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Spigen Essential 10000mAh Power Bank – The Essential Choice?

Spigen has been making smartphone accessories for what seems like an age now and they have really homed in on their overall product experience.

Spigen Essential 10000mAh Power Bank
+ FOR
  • Compact
  • Grippy
  • Great Design
- AGAINST
  • Micro USB

Buy on Amazon UK – £16.99

Thanks to Spigen for sending out the Essential 1000mAh power bank for review. They have had no access to this review before it went live, and no editorial oversight has been provided.

The Essential 10000 which is what I will be referring to it through this review is a compact little power bank which comes in Spigen’s classic white and orange packaging. Inside the box, you get the power bank, a short micro USB cable which measures just 15cm and a user manual. That’s it.

The texture is the first thing you will notice about the product, there is a series of diagonal lines across the front and the back of the power bank which helps a lot with grip. I found with some previous power banks I had, the smooth texture meant that it would slip and slide especially if you are tackling the extremely humid weather as we have recently done in the UK.

Having that pattern also makes the product more interesting to look at and I know that staring at a power bank is probably not one of the most fascinating things to do but nobody minds a little bit of style, do they? Spigen has identified this as one of the main differences in this power bank and have given it the ControlSlip pattern name.

At the top of the power bank, you have the power button which is more of a wake button than a traditional on/off button. I love when brands use these since it means that if the USB ports don’t detect a device connected then it’ll automatically go into sleep mode. Right above that button, you have the 4 LED battery indicators. Each bar represents 25% of the battery so if you have 4 bars you have between 75%-100% of charge, 3 bars means 50%-75%, 2 bars means 25%-50% of the charge and then 1 bar is 5%-25% of charge. Lastly, when there is 0%-5% of the power left the led also flashes. When you drain the battery, the last bar will flash indicating that the power bank needs to be recharged.

The recharging is a couple hour job and I would probably just leave it overnight. There is no fast charging on the input however it does charge at a maximum of 2A which is good to see especially as most of my mains chargers do support 2A output.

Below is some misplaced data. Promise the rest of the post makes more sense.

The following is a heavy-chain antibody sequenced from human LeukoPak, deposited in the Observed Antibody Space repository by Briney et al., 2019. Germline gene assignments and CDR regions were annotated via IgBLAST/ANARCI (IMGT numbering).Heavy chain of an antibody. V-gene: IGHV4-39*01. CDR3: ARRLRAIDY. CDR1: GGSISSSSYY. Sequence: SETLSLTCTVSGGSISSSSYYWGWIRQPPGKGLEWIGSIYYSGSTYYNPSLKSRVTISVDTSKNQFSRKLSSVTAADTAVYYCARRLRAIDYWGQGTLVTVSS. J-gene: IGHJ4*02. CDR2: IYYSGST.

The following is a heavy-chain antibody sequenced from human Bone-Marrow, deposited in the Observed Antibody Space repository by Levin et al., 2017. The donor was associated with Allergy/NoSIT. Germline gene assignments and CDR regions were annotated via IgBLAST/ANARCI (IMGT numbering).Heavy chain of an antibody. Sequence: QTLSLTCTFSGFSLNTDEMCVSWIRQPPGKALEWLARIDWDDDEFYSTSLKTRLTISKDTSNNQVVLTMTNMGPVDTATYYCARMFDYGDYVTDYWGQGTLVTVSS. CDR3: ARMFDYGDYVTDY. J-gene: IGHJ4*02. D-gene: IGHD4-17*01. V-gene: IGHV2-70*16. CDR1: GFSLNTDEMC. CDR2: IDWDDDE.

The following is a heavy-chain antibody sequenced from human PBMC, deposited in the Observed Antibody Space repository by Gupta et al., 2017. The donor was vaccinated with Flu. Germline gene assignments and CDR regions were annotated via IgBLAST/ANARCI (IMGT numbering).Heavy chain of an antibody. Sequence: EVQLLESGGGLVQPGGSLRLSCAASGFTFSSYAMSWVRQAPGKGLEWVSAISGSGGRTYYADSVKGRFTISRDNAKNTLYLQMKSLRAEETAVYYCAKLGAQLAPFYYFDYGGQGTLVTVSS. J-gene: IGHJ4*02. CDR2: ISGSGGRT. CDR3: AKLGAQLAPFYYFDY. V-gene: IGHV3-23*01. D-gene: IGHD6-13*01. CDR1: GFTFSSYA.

At the top of the power bank, you have the 2 USB A ports which output 5V at 2.4A each according to the specifications. I, unfortunately, don’t have an amperage/voltage meter so I can’t test this officially however when I plugged in 2 smartphones capable of charging at that amperage, the charging speeds on both devices were consistent compared to when I had 1 device plugged in.

I liked the fact that even if you don’t press the power button, you can directly plug the USB A cable into the USB port and the Spigen Essential 10000 will automatically output power to your device. This is handy if you have a bag with an external USB port as you won’t have to reach into your bag every time to turn the power bank on. I know it’s a simple press of a button but simplifying this process is great.

The one gripe I have with this is the Micro USB cable. I know that it’s not an expensive power bank and there are plenty out there which do support USB Type C however its more about future-proofing the power bank and since most modern phones have Type C connectors it would allow you to carry a single cable to charge both your phone and the power bank. I know cost probably plays a big part in this. But I would much rather pay an extra £1 for the Type C connector.

The back of the power bank has the technical specifications of the power bank including the power input and output, the manufacturing and distributors details and the electrical regulation information.

The form factor is probably the best thing about this. I have seen some power banks of a similar capacity however they are much narrower but much thicker. This means they cause a weird bulge, especially in skinny jeans. Whereas the sleekness of this means it can easily sit alongside my phone in my jeans pocket. It is much smaller than my iPhone XS Max, more alike to the size of maybe an iPhone 5S. The power bank sits neatly inside the screen of my iPhone.

The charging speed is one thing I have specifically omitted from this review as its difficult to measure unless you are testing in the same conditions with your device activity being the main differentiating factor. If you are using your phone you will probably get a significantly slower charge than if the device was charging completely switched off. I would be able to only accurately say that you would get the same charging speed as a main plug which has a 2A output.

I probably got about just over 2 full charges out of the power bank when I wasn’t using my phone and I got 1.8 full charges whilst using it. This is still a pretty respectable amount since there is a loss of power when converting from the battery due to factors like heat and the cable quality.

Overall, I am incredibly happy with the performance and overall value provided by the Spigen Essential 10000 and I can safely say for the foreseeable future this will be my power bank of choice!

About Siddu Munjal

Reviewer & Partner Outreach for MobileTechTalk - Tech is a key part of my everyday life and I would probably be extremely lost without it.

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